The Carchive: The DeTomaso / Qvale Mangusta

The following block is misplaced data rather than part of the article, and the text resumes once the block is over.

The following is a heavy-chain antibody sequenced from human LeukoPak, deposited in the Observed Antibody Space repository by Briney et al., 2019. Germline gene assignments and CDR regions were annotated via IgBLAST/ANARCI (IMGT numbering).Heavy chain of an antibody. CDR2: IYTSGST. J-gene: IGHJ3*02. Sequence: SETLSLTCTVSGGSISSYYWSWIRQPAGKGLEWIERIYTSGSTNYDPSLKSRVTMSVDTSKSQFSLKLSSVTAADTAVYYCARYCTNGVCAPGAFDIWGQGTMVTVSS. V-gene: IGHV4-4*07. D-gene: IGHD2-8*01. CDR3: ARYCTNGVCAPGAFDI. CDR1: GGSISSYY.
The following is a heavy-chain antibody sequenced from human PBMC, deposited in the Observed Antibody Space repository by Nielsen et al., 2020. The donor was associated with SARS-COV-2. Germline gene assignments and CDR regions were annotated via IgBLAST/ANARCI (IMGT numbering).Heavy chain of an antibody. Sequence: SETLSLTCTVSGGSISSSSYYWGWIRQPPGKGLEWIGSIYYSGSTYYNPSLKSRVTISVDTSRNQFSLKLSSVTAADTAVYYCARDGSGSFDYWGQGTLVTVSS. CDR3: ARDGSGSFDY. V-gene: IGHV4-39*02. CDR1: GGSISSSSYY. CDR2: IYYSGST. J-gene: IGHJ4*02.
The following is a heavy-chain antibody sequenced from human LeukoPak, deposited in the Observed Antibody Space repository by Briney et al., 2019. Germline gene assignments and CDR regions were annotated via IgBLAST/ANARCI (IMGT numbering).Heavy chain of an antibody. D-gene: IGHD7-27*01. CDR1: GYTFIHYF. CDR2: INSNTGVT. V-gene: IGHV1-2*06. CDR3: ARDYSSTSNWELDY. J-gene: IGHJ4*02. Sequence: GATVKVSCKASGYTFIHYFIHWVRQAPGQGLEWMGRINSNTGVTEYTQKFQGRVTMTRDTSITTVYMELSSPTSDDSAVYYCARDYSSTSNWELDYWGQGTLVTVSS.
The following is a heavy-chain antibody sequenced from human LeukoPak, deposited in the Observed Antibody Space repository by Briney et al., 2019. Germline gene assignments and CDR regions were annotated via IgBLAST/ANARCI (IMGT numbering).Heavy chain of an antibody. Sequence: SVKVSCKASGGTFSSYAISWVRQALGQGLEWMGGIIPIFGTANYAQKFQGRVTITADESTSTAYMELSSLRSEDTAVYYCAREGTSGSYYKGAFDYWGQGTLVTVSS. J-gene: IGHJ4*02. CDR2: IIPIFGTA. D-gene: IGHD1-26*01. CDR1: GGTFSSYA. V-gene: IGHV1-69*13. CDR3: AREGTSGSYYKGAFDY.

20140828_143249 Welcome to the second of this week’s visits to The Carchive, where we dissect and discuss whatever forgotten artefacts of motoring history happen to flutter past among the fallen leaves and discarded Subway wrappings. We’re looking at the Post-Pantera era of DeTomaso’s existence, and started off by unearthing the ultra-low volume Guara of the mid-90’s. Today we’re going to look at the last vehicle to be developed under DeTomaso’s wings , and which recycles a name from the past. It’s the Mangusta. The story of this intriguing contraption is a strange one. If The Internet is to believed, the Mangusta was concieved after Maserati technical director Giordano Casarini saw a TVR Griffith during a business trip in the UK. Several years later, Casarini suggested that the struggling De Tomaso should begin to produce “an Italian TVR”. Now, on the face of it this sounds absolutely mental. The Italians taking lessons in Sportscar Best Practice from a small firm based in a shed in Blackpool would be akin to Robert DiNiro seeking acting pointers from Steven Seagal, except for the fact that TVR’s were always pretty passionate machines, from a pretty empassioned company. Perhaps, if the Italians could draw inspiration from the simpicity, honesty and rawness of those wheeled Lancashire Hotpots, DeTomaso could be on to a winner. 20140828_143422 “Mangusta; the result of pooling the talents of designers and manufacturers from the old and new worlds” The designer, from the Old World, was a feller named Gandini, famed for his Diablo and my beloved Quattroporte Evo. To make doubly sure he “got” what the company were aiming for, he was taken out for a drive in a TVR Griffith before embarking on the project. From the New World there came the powerplant, which we saw on Tuesday being used in DeTomaso’s Other model, the Guara. It’s the Ford “Modular” V8, 4.6 litres big and 320 horses strong. Interestingly, on the back of the brochure it reads “Powertrain technical data supplied by Ford Motor Company”. 20140828_143438 Development and production of the new car was financially underwritten by Bruce Qvale and family, to be marketed as the DeTomaso Mangusta, but before long and for reasons of internal politics, the DeTomaso identity was dropped. The Qvale Mangusta, then, went on to be marketed for less than two years, with a few under three hundred machines being sold in total, receiving generally positive reviews from those who drove or bought them. Personally I think it’s a fascinating looking machine, far from prettiness and with a bit too much Fiat Coupe at the nose. But I dig the way those rear lights are fitted behind black mesh covers for no obvious reason. I even dig the painfully contrived way the traditional Gandini cranked-wheelarch treatment is incorporated. It’s a real stylistic mishmash. If it were an ice cream flavour it would be mint, lemon, toffee, chocolate, coffee, rum and raison, served with strawberry syrup and sugar frosting. 20140828_143457 ”This breathtaking machine is a sublime blend- a mosaic- of exquisite build quality, exhilarating power and carefully tuned chassis dynamics” The exquisite build quality must have been subjective. Everything was probably beautifully screwed together, but the components themselves weren’t always from the very top drawer. A look in the cockpit would reveal that the lovely, delicately stitched leather served as a counterpoint to the obviously Ford-sourced switchgear scattered throughout the cabin. It was a bit like the world’s highest quality bun with the same old McDonalds patty in the middle. But the car, as a whole, had potential, a fact not lost on those who instigated the next phase of the story. It was this car, with the Gandini bodywork scraped off and a new, Peter Stevens-penned shape in its place, which would form MG Rover’s last hurrah as the Xpower SV. As opposed to the CityRover, which was to be their final tragedy. And, have no doubt, The Carchive will cover both of those another day. (Disclaimer, all images are of original manufacturer publicity materials, photographed by me. Copyright probably belongs to Walt Disney or Bill Gates or somebody. Or is in the back of the desk drawer of one of those Phoenix Consortium guys who killed Rover)

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